Decoding the BMP signalling gradient at single cell resolution during Drosophila embryogenesis

UoM administered thesis: Phd

Abstract

Cells need to accurately decode and integrate information from signalling molecules to regulate cellular processes during development and adult homeostasis. The highly conserved Bone Morphogenetic Protein (BMP) signalling pathway is essential during development. In the Drosophila embryo, a gradient of BMP signalling patterns the dorsal ectoderm through the differential regulation of gene expression. It is well established that spatial patterns of gene expression underpin the specification of different cell types. However, the temporal dynamics with which cells respond to cell signals at the transcriptional level is poorly understood. This project aims to investigate how the BMP signalling gradient is decoded at single-cell resolution to generate transcriptional responses. This is accomplished through the use of quantitative live and fixed imaging complemented with computational modelling of burst kinetics. Static images reveal a graded transcriptional response to the BMP gradient, depending on a cell's position within the expression domain. Highest mRNA numbers are found in cells residing in regions exposed to peak BMP signalling levels. In contrast, some cells at the expression domain border are unable to maintain active transcription from both alleles resulting in reduced transcript numbers per cell. Moreover, evidence is provided that expression of a BMP target gene from both alleles in response to peak signalling requires the full complement of early embryonic enhancers. Correspondingly, investigation of transcriptional bursting parameters, based on live imaging of endogenous BMP target gene loci, showed that cells receiving low BMP signalling levels have poor transcriptional burst kinetics that generate only short, low frequency bursts. The burst profiles of two BMP target genes, u-shaped and hindsight, differ significantly in their profiles but both decode BMP signalling levels by modulating promoter occupancy and burst amplitude, suggesting a common mechanism for BMP gradient interpretation. Furthermore, BMP signalling influences promoter occupancy even in the presence of a heterologous promoter, suggesting that the signal is interpreted by the enhancer, which in turn regulates the rate at which the target promoter switches on. In terms of the promoter's contribution to transcriptional bursting, data is presented that the promoter sequence regulates the transcriptional response primarily by altering burst amplitude. Based on these findings a mRNA threshold model is proposed in which a minimum number of mRNA molecules needs to be produced to ensure robustness of cell fate decisions. Moreover, the results presented here provide a platform for understanding how signals are decoded by individual cells in other contexts during both development and adult homeostasis.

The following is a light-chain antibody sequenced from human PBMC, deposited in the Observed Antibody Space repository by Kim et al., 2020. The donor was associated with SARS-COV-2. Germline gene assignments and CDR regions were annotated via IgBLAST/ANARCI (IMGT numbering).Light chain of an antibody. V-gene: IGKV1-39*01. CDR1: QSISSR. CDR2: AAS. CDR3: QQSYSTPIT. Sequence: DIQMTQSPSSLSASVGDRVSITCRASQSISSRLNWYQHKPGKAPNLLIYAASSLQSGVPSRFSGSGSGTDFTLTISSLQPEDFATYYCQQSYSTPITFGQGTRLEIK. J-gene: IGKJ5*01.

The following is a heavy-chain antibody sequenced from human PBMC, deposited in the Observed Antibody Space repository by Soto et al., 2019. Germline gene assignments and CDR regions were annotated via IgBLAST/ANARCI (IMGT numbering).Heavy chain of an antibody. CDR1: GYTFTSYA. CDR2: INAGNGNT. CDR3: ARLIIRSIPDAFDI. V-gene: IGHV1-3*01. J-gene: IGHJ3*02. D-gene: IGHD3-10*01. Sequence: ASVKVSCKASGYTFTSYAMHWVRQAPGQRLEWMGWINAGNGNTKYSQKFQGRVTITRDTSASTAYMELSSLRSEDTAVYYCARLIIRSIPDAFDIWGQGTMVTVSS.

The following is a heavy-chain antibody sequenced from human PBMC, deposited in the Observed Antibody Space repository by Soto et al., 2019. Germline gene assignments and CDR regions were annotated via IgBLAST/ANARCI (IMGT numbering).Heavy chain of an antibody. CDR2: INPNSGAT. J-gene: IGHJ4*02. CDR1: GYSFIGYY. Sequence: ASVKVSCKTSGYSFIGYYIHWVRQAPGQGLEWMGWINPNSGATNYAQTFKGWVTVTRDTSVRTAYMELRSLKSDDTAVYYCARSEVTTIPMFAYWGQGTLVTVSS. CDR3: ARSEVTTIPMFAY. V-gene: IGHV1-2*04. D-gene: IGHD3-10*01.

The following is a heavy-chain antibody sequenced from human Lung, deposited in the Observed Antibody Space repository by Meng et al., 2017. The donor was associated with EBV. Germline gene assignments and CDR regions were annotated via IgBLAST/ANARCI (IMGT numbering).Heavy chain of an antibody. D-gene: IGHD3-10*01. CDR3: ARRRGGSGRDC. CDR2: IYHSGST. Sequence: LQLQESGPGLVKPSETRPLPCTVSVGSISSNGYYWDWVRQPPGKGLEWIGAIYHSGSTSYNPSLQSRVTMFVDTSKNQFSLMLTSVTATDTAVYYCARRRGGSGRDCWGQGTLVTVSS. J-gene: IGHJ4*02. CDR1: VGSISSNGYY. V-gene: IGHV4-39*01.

Details

Original languageEnglish
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Award date1 Aug 2020